A third of British adults check their phones after they have gone to bed, a survey suggestsIt is supposed to be a tool of empowerment, keeping us informed, connected and entertained. Instead, the smartphone is becoming a burden and a distraction, even in the middle of the night, according to a survey that suggests a third of British adults check their phones after they have gone to bed.
The figure is even higher among those aged 18 to 24, with half of young adults checking for messages — and one in six replying — long after they’ve turned in, according to research by Deloitte, the business advisory company.
The findings come at a time of growing concern that smartphone addiction is distorting personal relationships and sapping employee creativity, productivity and morale.
“Consumers will need to learn how best to run their lives with smartphones, as opposed to having their lives run by their devices, ” Paul Lee, head of technology, media and telecommunications research at Deloitte, said. The survey of 4,000 people found that one in ten smartphone owners reaches for the phone as soon as they wake up.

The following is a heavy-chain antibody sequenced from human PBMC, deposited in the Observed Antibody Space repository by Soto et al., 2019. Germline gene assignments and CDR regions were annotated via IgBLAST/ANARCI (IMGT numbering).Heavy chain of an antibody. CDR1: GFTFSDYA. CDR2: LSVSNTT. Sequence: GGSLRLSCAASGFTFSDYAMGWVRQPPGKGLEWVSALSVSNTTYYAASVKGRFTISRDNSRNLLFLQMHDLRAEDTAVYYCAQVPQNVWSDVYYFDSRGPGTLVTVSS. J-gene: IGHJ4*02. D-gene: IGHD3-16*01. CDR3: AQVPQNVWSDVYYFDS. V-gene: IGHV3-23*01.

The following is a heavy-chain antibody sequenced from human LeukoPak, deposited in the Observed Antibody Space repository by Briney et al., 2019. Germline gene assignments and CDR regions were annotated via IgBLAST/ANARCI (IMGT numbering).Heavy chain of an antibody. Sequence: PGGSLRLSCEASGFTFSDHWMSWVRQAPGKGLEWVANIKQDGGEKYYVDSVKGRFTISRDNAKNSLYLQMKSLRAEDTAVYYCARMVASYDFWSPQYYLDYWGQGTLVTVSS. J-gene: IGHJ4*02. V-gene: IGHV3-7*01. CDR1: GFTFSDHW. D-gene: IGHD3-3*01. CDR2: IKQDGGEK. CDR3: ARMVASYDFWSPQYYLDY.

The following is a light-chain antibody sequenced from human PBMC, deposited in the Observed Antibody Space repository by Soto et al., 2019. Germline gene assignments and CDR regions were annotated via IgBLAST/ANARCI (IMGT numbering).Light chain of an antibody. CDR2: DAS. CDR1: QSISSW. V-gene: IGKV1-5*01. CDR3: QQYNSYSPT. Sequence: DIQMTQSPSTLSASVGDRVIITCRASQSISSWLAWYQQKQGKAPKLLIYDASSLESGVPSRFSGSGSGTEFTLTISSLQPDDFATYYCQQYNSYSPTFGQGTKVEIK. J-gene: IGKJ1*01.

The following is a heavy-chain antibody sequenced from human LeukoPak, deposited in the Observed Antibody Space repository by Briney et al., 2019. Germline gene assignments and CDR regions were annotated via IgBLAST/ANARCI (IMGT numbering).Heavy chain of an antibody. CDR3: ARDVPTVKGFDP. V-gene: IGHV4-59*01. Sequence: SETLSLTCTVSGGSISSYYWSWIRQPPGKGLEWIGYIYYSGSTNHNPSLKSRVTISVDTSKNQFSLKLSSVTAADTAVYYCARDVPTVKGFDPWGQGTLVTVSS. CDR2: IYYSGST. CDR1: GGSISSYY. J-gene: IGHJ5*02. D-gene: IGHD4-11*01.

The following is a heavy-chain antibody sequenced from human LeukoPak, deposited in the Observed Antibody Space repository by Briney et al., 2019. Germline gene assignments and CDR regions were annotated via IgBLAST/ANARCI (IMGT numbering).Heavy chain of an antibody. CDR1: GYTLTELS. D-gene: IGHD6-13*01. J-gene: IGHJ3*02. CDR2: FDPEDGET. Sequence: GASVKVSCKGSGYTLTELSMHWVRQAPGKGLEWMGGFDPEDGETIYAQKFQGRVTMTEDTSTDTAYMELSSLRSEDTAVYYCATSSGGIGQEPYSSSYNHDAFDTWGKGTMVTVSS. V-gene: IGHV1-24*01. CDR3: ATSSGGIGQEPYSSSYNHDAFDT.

The research also found a shift in the way people communicate. Standard voice calls are declining while video calls, emails and use of social networks is growing. Almost one in three respondents said they had not made a single phone call on their device in the past week, compared with 25 per cent last year and 4 per cent in 2012. Some companies are ordering employees to switch off. In France workers have been given the right to disconnect from work emails and ignore telephone calls outside of their contracted hours.
Deloitte also found that the rate of new user growth was slowing, with smartphone penetration rising by 7 per cent in the year to June 2016; down from 9 per cent in 2015, 13 per cent in 2014 and 19 per cent in 2013.
However, Mr Lee said that he did not expect sales to suddenly fall. “The replacement market is likely to remain healthy, and given the sizeable base of existing owners, smartphone sales are likely to remain in the tens of millions for the foreseeable future.”